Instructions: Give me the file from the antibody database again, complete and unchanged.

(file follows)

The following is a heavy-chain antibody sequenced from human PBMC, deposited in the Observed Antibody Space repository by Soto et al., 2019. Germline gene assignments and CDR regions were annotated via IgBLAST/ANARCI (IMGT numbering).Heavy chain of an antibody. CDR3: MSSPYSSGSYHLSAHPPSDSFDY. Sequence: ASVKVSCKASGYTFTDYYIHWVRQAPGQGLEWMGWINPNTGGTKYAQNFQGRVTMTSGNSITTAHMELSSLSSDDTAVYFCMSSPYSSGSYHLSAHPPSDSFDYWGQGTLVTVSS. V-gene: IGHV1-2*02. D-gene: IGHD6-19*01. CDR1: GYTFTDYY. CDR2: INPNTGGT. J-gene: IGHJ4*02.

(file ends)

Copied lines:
The following is a heavy-chain antibody sequenced from human PBMC, deposited in the Observed Antibody Space repository by Soto et al., 2019. Germline gene assignments and CDR regions were annotated via IgBLAST/ANARCI (IMGT numbering).Heavy chain of an antibody. CDR3: MSSPYSSGSYHLSAHPPSDSFDY. Sequence: ASVKVSCKASGYTFTDYYIHWVRQAPGQGLEWMGWINPNTGGTKYAQNFQGRVTMTSGNSITTAHMELSSLSSDDTAVYFCMSSPYSSGSYHLSAHPPSDSFDYWGQGTLVTVSS. V-gene: IGHV1-2*02. D-gene: IGHD6-19*01. CDR1: GYTFTDYY. CDR2: INPNTGGT. J-gene: IGHJ4*02.